By Michele Shapiro
When a friend first showed Marta Szwedek a YouTube video on EFT tapping a few years ago, she found it funny—not ‘ha-ha’ funny, more like unusual. Szwedek, who sells antique and custom-made rugs to interior designers in New York City, was familiar with the Eastern philosophy of using acupressure points found along the body to open meridians, the pathways through which energy flows. But she had never seen someone tap on those points while also reciting an affirmation, as is done in EFT, which stands for Emotional Freedom Technique.
She found the physical act of tapping repeatedly on nine acupressure points fairly easy to master. “At first, you feel awkward, and you worry if you’re tapping the right points. But once you do it a few times, it becomes more natural.” The bigger challenge for her was mastering the accompanying “script,” which involves acknowledging that you have an emotional or psychological blockage that needs resolving and tacking on the affirmation, “But I love and accept myself anyway.”
The verbal element is what sets EFT apart from other Eastern-rooted therapies that fall under the “energy psychology” banner, like acupuncture and acupressure. “The technique incorporates a Western psychology style, for which you talk about things that are causing distress,” explains Pamela Thorp, LCSW, a Manhattan-based integrative psychotherapist who often incorporates tapping into her treatment sessions. “With clinical EFT, you can go into old memory banks and open up things that have been stored and stuck for a long time.” (She also coaches clients who want to learn the tapping basics without the analysis.)
What makes tapping such an effective healing tool, explains Thorp, is the calming effect that it has on the amygdala. “This part of the brain is like a smoke alarm. It will save us in emergencies”—but lots of times the amygdala’s danger signals are out of whack. Tapping helps to “reset” them. The practice has been used to treat a host of psychological issues, from anxiety and phobias (such as fear of flying) to emotional eating, depression and trauma.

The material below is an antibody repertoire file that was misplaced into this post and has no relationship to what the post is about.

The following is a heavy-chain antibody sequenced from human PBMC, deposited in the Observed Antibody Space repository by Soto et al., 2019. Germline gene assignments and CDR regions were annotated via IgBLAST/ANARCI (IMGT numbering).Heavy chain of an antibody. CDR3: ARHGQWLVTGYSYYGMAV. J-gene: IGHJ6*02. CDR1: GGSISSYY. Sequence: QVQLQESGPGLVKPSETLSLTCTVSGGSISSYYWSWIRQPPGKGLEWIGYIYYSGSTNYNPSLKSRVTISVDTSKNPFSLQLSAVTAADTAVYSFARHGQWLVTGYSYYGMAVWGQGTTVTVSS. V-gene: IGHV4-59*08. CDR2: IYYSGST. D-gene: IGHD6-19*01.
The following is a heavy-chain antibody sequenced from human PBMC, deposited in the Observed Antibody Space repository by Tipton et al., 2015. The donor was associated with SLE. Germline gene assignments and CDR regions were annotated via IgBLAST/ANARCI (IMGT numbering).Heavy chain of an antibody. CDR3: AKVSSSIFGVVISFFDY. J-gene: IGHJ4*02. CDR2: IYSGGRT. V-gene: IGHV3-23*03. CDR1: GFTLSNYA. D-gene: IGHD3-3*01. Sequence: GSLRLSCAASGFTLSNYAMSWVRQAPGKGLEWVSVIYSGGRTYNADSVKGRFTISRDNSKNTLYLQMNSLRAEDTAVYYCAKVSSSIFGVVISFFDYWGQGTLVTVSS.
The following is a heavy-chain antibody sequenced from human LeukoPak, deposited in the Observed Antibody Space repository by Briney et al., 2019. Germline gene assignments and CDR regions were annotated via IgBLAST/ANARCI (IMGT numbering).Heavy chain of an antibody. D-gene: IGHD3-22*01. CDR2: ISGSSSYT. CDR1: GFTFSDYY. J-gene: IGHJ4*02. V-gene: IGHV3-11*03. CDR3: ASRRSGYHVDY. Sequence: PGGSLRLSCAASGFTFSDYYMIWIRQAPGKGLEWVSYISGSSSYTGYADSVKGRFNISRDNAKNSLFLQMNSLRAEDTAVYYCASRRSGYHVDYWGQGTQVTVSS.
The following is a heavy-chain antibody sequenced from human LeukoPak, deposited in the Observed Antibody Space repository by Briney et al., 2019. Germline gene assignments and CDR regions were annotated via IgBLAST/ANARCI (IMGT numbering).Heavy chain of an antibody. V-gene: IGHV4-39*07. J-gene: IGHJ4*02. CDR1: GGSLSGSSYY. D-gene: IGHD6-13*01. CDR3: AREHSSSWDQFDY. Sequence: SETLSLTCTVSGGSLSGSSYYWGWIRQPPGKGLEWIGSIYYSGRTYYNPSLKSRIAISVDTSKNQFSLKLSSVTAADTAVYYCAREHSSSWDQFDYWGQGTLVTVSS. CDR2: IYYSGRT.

Unlike acupuncture, which has a clearly recorded history of at least 2,000 years, EFT is a relatively new practice. Gary Craig, a Stanford engineering graduate and ordained minister, introduced it in the 1990s after he became interested in personal improvement via psychology. The practice is novel in its simplicity—unlike Craig’s predecessor Roger Callahan’s Thought Field Therapy (TFT), which relies on tapping points throughout the body, EFT focuses on nine key points, which include the “karate chop” point on the outside of the hand beneath the pinkie finger; and the “crown,” located at the center and top of the head. “The points are really powerful and easy to find,” says Thorpe. “Anytime you tap, even if you do it in the wrong order, you’re getting the benefit.”
What’s more, tapping exercises are easy to incorporate into busy lifestyles; you can employ them pretty much anytime, anywhere. “If you’re anxious before a phone call, you can tap just below the collarbone point,“ says Thorp. “Just by doing that, you lower the charge.” To learn more about the different styles and to find a practitioner in your area, check out eftuniverse.com, emofree.com, or thetappingsolution.com.
Two Tips For Tapping
To go from beginner to master tapper, here are two tips from Marta Szwedek, a New Yorker who discov ered EFT two years ago:
THERE’S NO WRONG WAY:
While tapping may feel awkward at first, don’t worry too much about doing itright. “For some people it takes a few days to master EFT, for others a few months. But eventually, you’ll get the hang of it,” she says.
DO IT DAILY:
Consistency is important when it comes to unblocking energy and experiencing those “aha”moments: “I try to tap at least once a day for 5 to 10 minutes. If you can devote 15 minutes, that’s even better.”